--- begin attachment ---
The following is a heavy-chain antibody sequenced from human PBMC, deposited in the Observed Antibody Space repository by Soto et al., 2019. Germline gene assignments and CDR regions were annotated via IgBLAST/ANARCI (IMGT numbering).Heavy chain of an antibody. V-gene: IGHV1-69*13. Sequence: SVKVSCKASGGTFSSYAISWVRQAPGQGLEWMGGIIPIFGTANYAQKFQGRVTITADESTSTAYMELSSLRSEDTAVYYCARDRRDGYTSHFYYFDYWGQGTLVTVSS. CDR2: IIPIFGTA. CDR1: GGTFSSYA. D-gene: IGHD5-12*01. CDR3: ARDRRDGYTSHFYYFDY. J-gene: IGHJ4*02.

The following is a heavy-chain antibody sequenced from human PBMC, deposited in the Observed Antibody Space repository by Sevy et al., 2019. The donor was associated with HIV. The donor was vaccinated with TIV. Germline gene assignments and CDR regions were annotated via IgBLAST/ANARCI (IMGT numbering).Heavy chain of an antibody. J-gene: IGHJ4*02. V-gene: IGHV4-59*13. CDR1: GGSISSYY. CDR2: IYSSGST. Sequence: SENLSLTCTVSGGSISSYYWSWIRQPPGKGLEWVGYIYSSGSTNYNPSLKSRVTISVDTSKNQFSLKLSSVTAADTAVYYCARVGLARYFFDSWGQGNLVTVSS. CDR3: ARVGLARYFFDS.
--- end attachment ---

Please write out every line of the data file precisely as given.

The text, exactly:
The following is a heavy-chain antibody sequenced from human PBMC, deposited in the Observed Antibody Space repository by Soto et al., 2019. Germline gene assignments and CDR regions were annotated via IgBLAST/ANARCI (IMGT numbering).Heavy chain of an antibody. V-gene: IGHV1-69*13. Sequence: SVKVSCKASGGTFSSYAISWVRQAPGQGLEWMGGIIPIFGTANYAQKFQGRVTITADESTSTAYMELSSLRSEDTAVYYCARDRRDGYTSHFYYFDYWGQGTLVTVSS. CDR2: IIPIFGTA. CDR1: GGTFSSYA. D-gene: IGHD5-12*01. CDR3: ARDRRDGYTSHFYYFDY. J-gene: IGHJ4*02.

The following is a heavy-chain antibody sequenced from human PBMC, deposited in the Observed Antibody Space repository by Sevy et al., 2019. The donor was associated with HIV. The donor was vaccinated with TIV. Germline gene assignments and CDR regions were annotated via IgBLAST/ANARCI (IMGT numbering).Heavy chain of an antibody. J-gene: IGHJ4*02. V-gene: IGHV4-59*13. CDR1: GGSISSYY. CDR2: IYSSGST. Sequence: SENLSLTCTVSGGSISSYYWSWIRQPPGKGLEWVGYIYSSGSTNYNPSLKSRVTISVDTSKNQFSLKLSSVTAADTAVYYCARVGLARYFFDSWGQGNLVTVSS. CDR3: ARVGLARYFFDS.